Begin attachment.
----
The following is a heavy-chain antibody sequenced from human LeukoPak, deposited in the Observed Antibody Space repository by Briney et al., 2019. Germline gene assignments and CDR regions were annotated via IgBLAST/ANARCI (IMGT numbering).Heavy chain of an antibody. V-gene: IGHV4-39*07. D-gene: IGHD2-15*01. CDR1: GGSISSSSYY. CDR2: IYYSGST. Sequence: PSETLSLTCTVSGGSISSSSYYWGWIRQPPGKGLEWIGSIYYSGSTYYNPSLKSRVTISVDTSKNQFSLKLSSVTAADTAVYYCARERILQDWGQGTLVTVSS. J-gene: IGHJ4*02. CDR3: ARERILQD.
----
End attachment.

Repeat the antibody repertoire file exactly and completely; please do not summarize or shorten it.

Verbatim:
The following is a heavy-chain antibody sequenced from human LeukoPak, deposited in the Observed Antibody Space repository by Briney et al., 2019. Germline gene assignments and CDR regions were annotated via IgBLAST/ANARCI (IMGT numbering).Heavy chain of an antibody. V-gene: IGHV4-39*07. D-gene: IGHD2-15*01. CDR1: GGSISSSSYY. CDR2: IYYSGST. Sequence: PSETLSLTCTVSGGSISSSSYYWGWIRQPPGKGLEWIGSIYYSGSTYYNPSLKSRVTISVDTSKNQFSLKLSSVTAADTAVYYCARERILQDWGQGTLVTVSS. J-gene: IGHJ4*02. CDR3: ARERILQD.